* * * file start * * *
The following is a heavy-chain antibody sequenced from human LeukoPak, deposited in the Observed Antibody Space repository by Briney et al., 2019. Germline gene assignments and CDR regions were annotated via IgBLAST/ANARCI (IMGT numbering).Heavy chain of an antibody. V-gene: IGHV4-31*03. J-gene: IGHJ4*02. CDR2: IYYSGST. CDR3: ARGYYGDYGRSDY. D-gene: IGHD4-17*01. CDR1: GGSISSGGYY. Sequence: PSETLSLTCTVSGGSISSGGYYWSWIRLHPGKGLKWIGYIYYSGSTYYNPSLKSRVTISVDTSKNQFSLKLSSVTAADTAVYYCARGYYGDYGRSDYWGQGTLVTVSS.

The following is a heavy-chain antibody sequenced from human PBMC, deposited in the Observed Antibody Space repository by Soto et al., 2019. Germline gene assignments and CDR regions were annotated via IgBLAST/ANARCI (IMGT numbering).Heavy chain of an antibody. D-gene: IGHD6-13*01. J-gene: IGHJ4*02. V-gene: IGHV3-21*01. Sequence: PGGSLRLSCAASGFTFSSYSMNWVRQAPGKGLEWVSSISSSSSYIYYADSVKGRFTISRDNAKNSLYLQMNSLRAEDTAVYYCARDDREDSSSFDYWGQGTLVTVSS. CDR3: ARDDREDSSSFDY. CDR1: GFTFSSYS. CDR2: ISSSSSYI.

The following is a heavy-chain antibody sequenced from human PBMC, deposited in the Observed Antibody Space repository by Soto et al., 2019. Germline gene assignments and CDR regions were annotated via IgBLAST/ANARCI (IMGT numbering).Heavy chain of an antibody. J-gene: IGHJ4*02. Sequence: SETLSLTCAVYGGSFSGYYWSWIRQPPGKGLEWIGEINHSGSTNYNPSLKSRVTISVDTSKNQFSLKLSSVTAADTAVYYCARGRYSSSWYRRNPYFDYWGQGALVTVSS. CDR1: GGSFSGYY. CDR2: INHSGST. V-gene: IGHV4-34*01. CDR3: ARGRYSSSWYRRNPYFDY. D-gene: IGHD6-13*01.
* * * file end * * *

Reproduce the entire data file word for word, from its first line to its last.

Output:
The following is a heavy-chain antibody sequenced from human LeukoPak, deposited in the Observed Antibody Space repository by Briney et al., 2019. Germline gene assignments and CDR regions were annotated via IgBLAST/ANARCI (IMGT numbering).Heavy chain of an antibody. V-gene: IGHV4-31*03. J-gene: IGHJ4*02. CDR2: IYYSGST. CDR3: ARGYYGDYGRSDY. D-gene: IGHD4-17*01. CDR1: GGSISSGGYY. Sequence: PSETLSLTCTVSGGSISSGGYYWSWIRLHPGKGLKWIGYIYYSGSTYYNPSLKSRVTISVDTSKNQFSLKLSSVTAADTAVYYCARGYYGDYGRSDYWGQGTLVTVSS.

The following is a heavy-chain antibody sequenced from human PBMC, deposited in the Observed Antibody Space repository by Soto et al., 2019. Germline gene assignments and CDR regions were annotated via IgBLAST/ANARCI (IMGT numbering).Heavy chain of an antibody. D-gene: IGHD6-13*01. J-gene: IGHJ4*02. V-gene: IGHV3-21*01. Sequence: PGGSLRLSCAASGFTFSSYSMNWVRQAPGKGLEWVSSISSSSSYIYYADSVKGRFTISRDNAKNSLYLQMNSLRAEDTAVYYCARDDREDSSSFDYWGQGTLVTVSS. CDR3: ARDDREDSSSFDY. CDR1: GFTFSSYS. CDR2: ISSSSSYI.

The following is a heavy-chain antibody sequenced from human PBMC, deposited in the Observed Antibody Space repository by Soto et al., 2019. Germline gene assignments and CDR regions were annotated via IgBLAST/ANARCI (IMGT numbering).Heavy chain of an antibody. J-gene: IGHJ4*02. Sequence: SETLSLTCAVYGGSFSGYYWSWIRQPPGKGLEWIGEINHSGSTNYNPSLKSRVTISVDTSKNQFSLKLSSVTAADTAVYYCARGRYSSSWYRRNPYFDYWGQGALVTVSS. CDR1: GGSFSGYY. CDR2: INHSGST. V-gene: IGHV4-34*01. CDR3: ARGRYSSSWYRRNPYFDY. D-gene: IGHD6-13*01.